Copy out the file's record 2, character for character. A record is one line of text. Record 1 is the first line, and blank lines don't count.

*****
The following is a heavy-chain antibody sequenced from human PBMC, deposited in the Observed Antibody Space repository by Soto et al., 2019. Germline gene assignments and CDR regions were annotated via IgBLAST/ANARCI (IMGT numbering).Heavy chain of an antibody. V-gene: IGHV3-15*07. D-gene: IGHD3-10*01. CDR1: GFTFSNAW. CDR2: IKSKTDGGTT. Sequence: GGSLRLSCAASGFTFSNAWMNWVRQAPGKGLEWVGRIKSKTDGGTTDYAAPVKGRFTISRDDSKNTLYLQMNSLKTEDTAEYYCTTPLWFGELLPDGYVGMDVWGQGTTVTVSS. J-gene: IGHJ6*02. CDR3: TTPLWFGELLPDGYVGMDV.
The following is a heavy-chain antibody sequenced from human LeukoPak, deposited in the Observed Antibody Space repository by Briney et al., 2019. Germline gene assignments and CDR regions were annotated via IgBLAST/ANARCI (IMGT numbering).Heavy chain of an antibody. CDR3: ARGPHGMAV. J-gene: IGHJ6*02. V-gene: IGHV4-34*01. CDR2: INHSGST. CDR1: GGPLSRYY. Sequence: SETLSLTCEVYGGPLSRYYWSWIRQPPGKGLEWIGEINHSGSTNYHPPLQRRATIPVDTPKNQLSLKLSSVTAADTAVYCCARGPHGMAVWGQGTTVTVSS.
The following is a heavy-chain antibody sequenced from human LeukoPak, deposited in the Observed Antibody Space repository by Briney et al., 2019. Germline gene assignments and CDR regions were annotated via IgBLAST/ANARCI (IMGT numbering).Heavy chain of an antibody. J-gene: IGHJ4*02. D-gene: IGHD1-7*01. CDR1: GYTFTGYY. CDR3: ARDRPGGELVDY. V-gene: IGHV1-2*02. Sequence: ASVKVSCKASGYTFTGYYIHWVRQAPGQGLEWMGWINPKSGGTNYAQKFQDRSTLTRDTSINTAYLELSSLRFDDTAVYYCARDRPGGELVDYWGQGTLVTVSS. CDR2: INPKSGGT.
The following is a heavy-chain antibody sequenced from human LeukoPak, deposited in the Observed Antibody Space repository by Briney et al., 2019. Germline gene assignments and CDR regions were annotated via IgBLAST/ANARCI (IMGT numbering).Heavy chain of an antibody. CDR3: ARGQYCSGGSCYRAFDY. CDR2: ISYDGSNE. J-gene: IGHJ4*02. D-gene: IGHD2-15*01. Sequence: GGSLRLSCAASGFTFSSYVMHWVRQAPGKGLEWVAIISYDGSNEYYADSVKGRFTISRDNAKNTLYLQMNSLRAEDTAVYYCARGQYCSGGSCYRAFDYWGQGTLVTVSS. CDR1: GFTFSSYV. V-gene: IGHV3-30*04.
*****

The following is a heavy-chain antibody sequenced from human LeukoPak, deposited in the Observed Antibody Space repository by Briney et al., 2019. Germline gene assignments and CDR regions were annotated via IgBLAST/ANARCI (IMGT numbering).Heavy chain of an antibody. CDR3: ARGPHGMAV. J-gene: IGHJ6*02. V-gene: IGHV4-34*01. CDR2: INHSGST. CDR1: GGPLSRYY. Sequence: SETLSLTCEVYGGPLSRYYWSWIRQPPGKGLEWIGEINHSGSTNYHPPLQRRATIPVDTPKNQLSLKLSSVTAADTAVYCCARGPHGMAVWGQGTTVTVSS.